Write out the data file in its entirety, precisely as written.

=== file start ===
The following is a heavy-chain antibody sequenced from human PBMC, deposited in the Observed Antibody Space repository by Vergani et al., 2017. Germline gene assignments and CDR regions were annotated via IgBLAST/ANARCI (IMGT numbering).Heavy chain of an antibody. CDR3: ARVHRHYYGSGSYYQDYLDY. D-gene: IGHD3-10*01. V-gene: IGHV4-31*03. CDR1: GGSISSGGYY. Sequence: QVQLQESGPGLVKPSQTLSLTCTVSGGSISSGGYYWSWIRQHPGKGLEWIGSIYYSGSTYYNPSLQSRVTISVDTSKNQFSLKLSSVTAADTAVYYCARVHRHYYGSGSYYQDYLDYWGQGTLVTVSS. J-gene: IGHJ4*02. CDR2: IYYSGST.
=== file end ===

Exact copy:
The following is a heavy-chain antibody sequenced from human PBMC, deposited in the Observed Antibody Space repository by Vergani et al., 2017. Germline gene assignments and CDR regions were annotated via IgBLAST/ANARCI (IMGT numbering).Heavy chain of an antibody. CDR3: ARVHRHYYGSGSYYQDYLDY. D-gene: IGHD3-10*01. V-gene: IGHV4-31*03. CDR1: GGSISSGGYY. Sequence: QVQLQESGPGLVKPSQTLSLTCTVSGGSISSGGYYWSWIRQHPGKGLEWIGSIYYSGSTYYNPSLQSRVTISVDTSKNQFSLKLSSVTAADTAVYYCARVHRHYYGSGSYYQDYLDYWGQGTLVTVSS. J-gene: IGHJ4*02. CDR2: IYYSGST.